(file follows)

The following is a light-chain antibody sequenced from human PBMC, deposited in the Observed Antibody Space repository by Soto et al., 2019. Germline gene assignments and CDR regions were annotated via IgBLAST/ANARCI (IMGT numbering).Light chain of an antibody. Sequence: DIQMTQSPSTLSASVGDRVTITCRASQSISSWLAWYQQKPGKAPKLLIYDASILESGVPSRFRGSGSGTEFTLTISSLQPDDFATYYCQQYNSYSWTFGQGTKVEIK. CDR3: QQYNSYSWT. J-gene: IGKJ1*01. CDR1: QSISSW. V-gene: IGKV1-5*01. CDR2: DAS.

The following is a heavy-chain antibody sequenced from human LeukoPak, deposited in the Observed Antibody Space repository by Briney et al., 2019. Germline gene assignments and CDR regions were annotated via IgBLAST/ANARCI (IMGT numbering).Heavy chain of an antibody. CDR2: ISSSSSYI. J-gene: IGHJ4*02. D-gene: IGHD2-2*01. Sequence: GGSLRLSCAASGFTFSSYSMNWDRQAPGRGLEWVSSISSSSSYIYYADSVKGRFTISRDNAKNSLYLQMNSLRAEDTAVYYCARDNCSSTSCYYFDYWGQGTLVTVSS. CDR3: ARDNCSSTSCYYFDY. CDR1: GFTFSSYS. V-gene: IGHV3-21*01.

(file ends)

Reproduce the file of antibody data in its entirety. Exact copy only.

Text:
The following is a light-chain antibody sequenced from human PBMC, deposited in the Observed Antibody Space repository by Soto et al., 2019. Germline gene assignments and CDR regions were annotated via IgBLAST/ANARCI (IMGT numbering).Light chain of an antibody. Sequence: DIQMTQSPSTLSASVGDRVTITCRASQSISSWLAWYQQKPGKAPKLLIYDASILESGVPSRFRGSGSGTEFTLTISSLQPDDFATYYCQQYNSYSWTFGQGTKVEIK. CDR3: QQYNSYSWT. J-gene: IGKJ1*01. CDR1: QSISSW. V-gene: IGKV1-5*01. CDR2: DAS.

The following is a heavy-chain antibody sequenced from human LeukoPak, deposited in the Observed Antibody Space repository by Briney et al., 2019. Germline gene assignments and CDR regions were annotated via IgBLAST/ANARCI (IMGT numbering).Heavy chain of an antibody. CDR2: ISSSSSYI. J-gene: IGHJ4*02. D-gene: IGHD2-2*01. Sequence: GGSLRLSCAASGFTFSSYSMNWDRQAPGRGLEWVSSISSSSSYIYYADSVKGRFTISRDNAKNSLYLQMNSLRAEDTAVYYCARDNCSSTSCYYFDYWGQGTLVTVSS. CDR3: ARDNCSSTSCYYFDY. CDR1: GFTFSSYS. V-gene: IGHV3-21*01.